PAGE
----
Jeter Begins Assault on Hitting Milestones
Posted by Andrew Zercie on August 15, 2009
Derek Jeter’s inevitable march to Cooperstown began in 2005, when Jeter completed his 10th major league season. Since then, it has only intensified as he approaches some of the no-brainer plateaus that make his eventual election to the Baseball Hall of Fame a fait accompli.
The latest testament to his brilliant career will come any day now, as Derek Jeter will be the owner of the record for most hits as a shortstop. First reported in the LoHud Yankees Blog (see my blog roll for link to the site), the current record of 2,673 is held by Hall of Famer Luis Aparicio. Heading into play on Saturday night, Jeter is three hits shy of tying the record.
While the record for most hits as a shortstop is rather obscure, it remains an impressive feat. Jeter’s longevity and production at the shortstop position will lead him to the Baseball Hall of Fame after his retires.
Only 35 years old, this milestone will be the first of many for Jeter. Barring injury, or a complete collapse in performance, Jeter will clear the 3,000 hit mark sometime in 2011 at age 37.
From there, the sky is the limit. He’d need just 3,316 hits to have one of the top-10 hits totals in baseball history. If he chooses, Jeter could reasonably finish in the top 5 in hits, needing 3,515 hits to surpass Tris Speaker for 5th.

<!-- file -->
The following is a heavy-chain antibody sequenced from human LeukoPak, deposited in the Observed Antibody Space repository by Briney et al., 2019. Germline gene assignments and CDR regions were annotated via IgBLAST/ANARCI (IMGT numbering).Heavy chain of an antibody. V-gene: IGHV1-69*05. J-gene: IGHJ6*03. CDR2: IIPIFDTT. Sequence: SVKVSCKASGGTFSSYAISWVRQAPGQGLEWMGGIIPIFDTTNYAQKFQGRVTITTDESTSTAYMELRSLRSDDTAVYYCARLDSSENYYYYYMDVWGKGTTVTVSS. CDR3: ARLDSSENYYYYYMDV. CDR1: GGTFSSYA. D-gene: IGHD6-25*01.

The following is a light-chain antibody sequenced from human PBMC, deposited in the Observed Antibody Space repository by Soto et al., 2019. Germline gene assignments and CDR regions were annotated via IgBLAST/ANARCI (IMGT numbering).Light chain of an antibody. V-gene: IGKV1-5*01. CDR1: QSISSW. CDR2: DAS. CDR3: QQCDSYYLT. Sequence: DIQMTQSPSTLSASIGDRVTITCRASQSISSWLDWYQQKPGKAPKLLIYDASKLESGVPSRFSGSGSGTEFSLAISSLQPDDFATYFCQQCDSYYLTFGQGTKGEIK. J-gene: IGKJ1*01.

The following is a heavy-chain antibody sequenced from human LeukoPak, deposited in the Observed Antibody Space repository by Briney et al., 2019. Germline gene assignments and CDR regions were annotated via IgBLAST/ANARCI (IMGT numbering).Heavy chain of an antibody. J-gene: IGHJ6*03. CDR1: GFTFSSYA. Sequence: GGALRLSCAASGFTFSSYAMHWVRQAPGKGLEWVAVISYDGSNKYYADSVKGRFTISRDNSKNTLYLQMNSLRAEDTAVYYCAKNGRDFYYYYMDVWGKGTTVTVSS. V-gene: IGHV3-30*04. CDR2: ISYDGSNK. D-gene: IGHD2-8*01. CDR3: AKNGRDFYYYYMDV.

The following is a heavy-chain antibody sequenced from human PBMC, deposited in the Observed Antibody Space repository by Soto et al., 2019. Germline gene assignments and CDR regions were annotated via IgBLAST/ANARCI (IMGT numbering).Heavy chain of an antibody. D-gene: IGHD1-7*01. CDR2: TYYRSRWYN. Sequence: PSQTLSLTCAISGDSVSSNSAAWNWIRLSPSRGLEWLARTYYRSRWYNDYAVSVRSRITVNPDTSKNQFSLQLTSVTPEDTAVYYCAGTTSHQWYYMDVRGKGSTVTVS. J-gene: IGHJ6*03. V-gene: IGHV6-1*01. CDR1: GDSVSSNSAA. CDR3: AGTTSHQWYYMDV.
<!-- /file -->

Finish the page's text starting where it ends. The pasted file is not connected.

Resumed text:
Some believe that Jeter could pursue Pete Rose’s 4,256 hits, the all-time record. In order for that to happen, Jeter would have to play into his early 40s. At that point, he’d need a position change, and he’d need to continue to hit for a high average, get on base, and score runs, since he’s not a big power hitter.
Either that, or Jeter would have to become something he’s not: a self-serving player, like Rose was late in his career. In order to break Ty Cobb’s career hits record, Rose played himself over other more deserving players when he was player-manager of the Cincinnati Reds.
A change in personality from a team-oriented player to a selfish one seems unlikely and, because of that, any pursuit of Rose’s mark seems far-fetched. Still, a top-5 finish is not out of the question at this point, placing Jeter among the game’s immortals.
Not that Jeter needs a gaudy number of hits to be considered one of the game’s best. Between his four World Series titles, his three Gold Gloves, and his near-miss MVP seasons of 1999 and 2006, Derek Jeter’s accomplishments rival those of the elite players who manned the position before him.
The record for most hits as a shortstop will be Jeter’s soon. In the years to come though, it may prove to be the first of many for the Yankee Captain.